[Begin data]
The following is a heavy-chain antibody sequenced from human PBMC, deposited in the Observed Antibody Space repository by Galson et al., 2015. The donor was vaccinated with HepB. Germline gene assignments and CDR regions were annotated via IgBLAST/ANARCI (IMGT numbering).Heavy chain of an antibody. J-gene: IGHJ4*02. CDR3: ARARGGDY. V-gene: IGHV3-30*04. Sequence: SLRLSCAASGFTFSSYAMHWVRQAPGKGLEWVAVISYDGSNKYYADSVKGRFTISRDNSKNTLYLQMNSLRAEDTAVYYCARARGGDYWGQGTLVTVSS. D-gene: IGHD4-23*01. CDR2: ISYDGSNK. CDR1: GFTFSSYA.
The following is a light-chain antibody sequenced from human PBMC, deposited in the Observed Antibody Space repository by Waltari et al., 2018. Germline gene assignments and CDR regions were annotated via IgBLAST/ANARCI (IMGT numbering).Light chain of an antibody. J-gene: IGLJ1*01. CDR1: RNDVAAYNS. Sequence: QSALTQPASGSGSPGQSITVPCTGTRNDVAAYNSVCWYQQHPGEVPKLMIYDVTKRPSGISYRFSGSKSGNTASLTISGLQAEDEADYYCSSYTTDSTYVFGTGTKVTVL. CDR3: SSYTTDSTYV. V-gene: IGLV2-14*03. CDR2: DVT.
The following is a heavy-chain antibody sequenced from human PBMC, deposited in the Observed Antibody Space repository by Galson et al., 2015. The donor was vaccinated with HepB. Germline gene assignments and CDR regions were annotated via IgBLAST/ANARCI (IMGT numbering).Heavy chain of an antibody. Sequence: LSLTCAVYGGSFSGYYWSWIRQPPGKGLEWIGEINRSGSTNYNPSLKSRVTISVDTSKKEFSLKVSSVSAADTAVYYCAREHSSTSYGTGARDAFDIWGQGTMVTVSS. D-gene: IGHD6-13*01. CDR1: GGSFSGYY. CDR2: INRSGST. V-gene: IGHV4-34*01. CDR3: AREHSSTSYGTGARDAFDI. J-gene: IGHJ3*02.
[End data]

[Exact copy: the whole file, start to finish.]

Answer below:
The following is a heavy-chain antibody sequenced from human PBMC, deposited in the Observed Antibody Space repository by Galson et al., 2015. The donor was vaccinated with HepB. Germline gene assignments and CDR regions were annotated via IgBLAST/ANARCI (IMGT numbering).Heavy chain of an antibody. J-gene: IGHJ4*02. CDR3: ARARGGDY. V-gene: IGHV3-30*04. Sequence: SLRLSCAASGFTFSSYAMHWVRQAPGKGLEWVAVISYDGSNKYYADSVKGRFTISRDNSKNTLYLQMNSLRAEDTAVYYCARARGGDYWGQGTLVTVSS. D-gene: IGHD4-23*01. CDR2: ISYDGSNK. CDR1: GFTFSSYA.
The following is a light-chain antibody sequenced from human PBMC, deposited in the Observed Antibody Space repository by Waltari et al., 2018. Germline gene assignments and CDR regions were annotated via IgBLAST/ANARCI (IMGT numbering).Light chain of an antibody. J-gene: IGLJ1*01. CDR1: RNDVAAYNS. Sequence: QSALTQPASGSGSPGQSITVPCTGTRNDVAAYNSVCWYQQHPGEVPKLMIYDVTKRPSGISYRFSGSKSGNTASLTISGLQAEDEADYYCSSYTTDSTYVFGTGTKVTVL. CDR3: SSYTTDSTYV. V-gene: IGLV2-14*03. CDR2: DVT.
The following is a heavy-chain antibody sequenced from human PBMC, deposited in the Observed Antibody Space repository by Galson et al., 2015. The donor was vaccinated with HepB. Germline gene assignments and CDR regions were annotated via IgBLAST/ANARCI (IMGT numbering).Heavy chain of an antibody. Sequence: LSLTCAVYGGSFSGYYWSWIRQPPGKGLEWIGEINRSGSTNYNPSLKSRVTISVDTSKKEFSLKVSSVSAADTAVYYCAREHSSTSYGTGARDAFDIWGQGTMVTVSS. D-gene: IGHD6-13*01. CDR1: GGSFSGYY. CDR2: INRSGST. V-gene: IGHV4-34*01. CDR3: AREHSSTSYGTGARDAFDI. J-gene: IGHJ3*02.